Friday, October 20, 2006

Article - Worth the Wait

By Gaurav Parab

Priyadarshini Mattoo. A name that signified all that was wrong with India. Priyadarshini Mattoo. The name that signifies all that could be right with India.

No matter how many warheads we design, how many billionaires live amongst us, how many people turn up to cast their vote every five years – a nation cannot claim to be a democracy, a free society, or an idea whose time has come unless justice is delivered, unless every audacious criminal is sent to his rightful place - the end of the hangman’s noose.

The young promising law student, whose life was brutally cut short, has received justice. Delayed perhaps, but not denied. A statement has been made. Committing a crime and getting away with it simply because you are well-connected just got a little tougher. There are judges who have a conscience, and there is an investigating agency which can work, albeit under tremendous public pressure. There still is hope for the common man.

A father’s long solitary call for justice, which found a voice across the entire nation, has finally been answered. His reaction best sums up what the judgment means. “Priyadarshani, up in heaven has finally found peace, because the judges down on earth have delivered”

The entire nation has three reasons to celebrate:

The media can be an effective mirror of public opinion, the judiciary can be quick when it wants to (The retrial was wrapped within a year of being reopened) and investigating agencies can be professional to nail the crooks.

I have always been a vocal critic of the media, but I must admit that the media did some things right this time around. Every rally that the Justice for Priyadarshani campaign organized was given its due coverage and the point that the case had gone on for too long was effectively driven home. The pressure was relentless. There had to be closure. Justice had to be delivered.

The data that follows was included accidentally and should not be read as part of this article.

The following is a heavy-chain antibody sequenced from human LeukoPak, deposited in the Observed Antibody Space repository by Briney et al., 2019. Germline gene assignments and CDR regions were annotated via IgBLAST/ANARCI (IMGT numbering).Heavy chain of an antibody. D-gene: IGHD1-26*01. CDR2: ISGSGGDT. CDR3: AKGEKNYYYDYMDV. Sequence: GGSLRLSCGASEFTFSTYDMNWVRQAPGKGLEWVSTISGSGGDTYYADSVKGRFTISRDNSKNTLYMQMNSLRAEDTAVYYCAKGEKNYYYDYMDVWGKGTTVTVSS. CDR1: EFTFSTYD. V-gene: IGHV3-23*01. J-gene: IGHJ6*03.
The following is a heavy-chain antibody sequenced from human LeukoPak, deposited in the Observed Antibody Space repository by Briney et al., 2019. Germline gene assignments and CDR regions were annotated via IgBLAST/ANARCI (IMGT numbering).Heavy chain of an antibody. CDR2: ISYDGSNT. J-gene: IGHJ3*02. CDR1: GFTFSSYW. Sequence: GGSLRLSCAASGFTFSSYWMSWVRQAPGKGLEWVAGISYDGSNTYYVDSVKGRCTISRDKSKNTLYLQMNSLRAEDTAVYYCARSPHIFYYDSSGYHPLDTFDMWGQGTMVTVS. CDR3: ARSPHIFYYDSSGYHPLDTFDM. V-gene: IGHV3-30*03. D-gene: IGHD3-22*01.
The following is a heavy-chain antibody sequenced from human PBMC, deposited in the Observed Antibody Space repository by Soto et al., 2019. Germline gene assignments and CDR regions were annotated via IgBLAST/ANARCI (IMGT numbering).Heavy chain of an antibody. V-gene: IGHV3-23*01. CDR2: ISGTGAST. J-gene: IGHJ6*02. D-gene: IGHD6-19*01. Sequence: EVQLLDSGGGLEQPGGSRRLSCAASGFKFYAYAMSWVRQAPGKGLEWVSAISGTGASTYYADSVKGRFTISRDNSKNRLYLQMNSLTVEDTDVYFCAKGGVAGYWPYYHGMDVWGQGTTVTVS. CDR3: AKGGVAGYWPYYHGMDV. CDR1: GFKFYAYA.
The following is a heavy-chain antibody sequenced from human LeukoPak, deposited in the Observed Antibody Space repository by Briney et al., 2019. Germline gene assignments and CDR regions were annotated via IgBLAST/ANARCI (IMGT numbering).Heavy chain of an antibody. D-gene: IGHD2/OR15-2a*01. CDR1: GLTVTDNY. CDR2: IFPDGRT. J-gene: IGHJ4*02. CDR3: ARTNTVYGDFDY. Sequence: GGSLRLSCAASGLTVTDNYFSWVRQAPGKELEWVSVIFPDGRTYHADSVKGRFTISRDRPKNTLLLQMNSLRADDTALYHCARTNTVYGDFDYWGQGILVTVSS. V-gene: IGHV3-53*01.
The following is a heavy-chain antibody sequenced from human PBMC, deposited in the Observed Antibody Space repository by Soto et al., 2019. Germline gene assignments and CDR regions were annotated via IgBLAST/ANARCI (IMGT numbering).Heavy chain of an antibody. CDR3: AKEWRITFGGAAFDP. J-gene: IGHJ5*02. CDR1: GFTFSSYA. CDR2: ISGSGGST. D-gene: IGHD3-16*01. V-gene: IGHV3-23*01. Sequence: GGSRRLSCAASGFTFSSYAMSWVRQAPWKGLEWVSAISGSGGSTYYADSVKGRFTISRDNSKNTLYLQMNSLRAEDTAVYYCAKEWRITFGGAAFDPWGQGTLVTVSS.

However, the media in the future has to be careful while covering such events. While it is fine to reflect public opinion, it is not correct to shape it. No matter how much we are convinced of a person’s involvement in a crime, we cannot paint him like a criminal. Nine times out of ten you may be right, but the one case where you get it wrong may end in a wrongful conviction. You may end up playing the devil.

Second, the Judiciary redeemed itself. The scathing attack on the trial court’s observations was long overdue. The strongly worded judgment healed a lot of wounds torturously opened by the trial court, which commented that even though it is convinced of the crime, it cannot pass a conviction. Plain speak and action – a combination we all can learn.

Third, the CBI professionally ensured a conviction this time around. An internal inquiry, as reported by NDTV on April 2nd 2006, had found that evidence was mishandled during the original trial to favor the accused. A key witness was not called to testify and forensic evidence was allegedly tampered with. This time around - there were no mistakes. Perhaps, the strings were cut off? One will never know.

The whole saga indicates that all is not lost. There is hope for victims of criminals who enjoy access to the corridors of power. The corridors just got closed for this case under tremendous public pressure. Let us hope that they remain closed.

1 comment:

Anonymous said...

Good piece.

I hope justice is delivered in Jessica Lal and Nitish Katara cases too. The signs are there that our judiciary is moving in the right direction but there is still a long way to go.

The acid test for our judiciary will be the reservation spate. The recent Supreme Court order reprimanding the government for the way it has handled the reservation issue is laudable. I believe that SC will deliver an anti-reservation verdict but then I am pretty sure it would lead to an ugly standoff between the judiciary and legislature. If required, parliament being supreme, will bypass the supreme court order by amending the constitution.

I am waiting for that day when all the pillars of democracy and the media will work in harmony.

It is then I feel I’ll be able to say that our time has come.

- Rahul Agrawal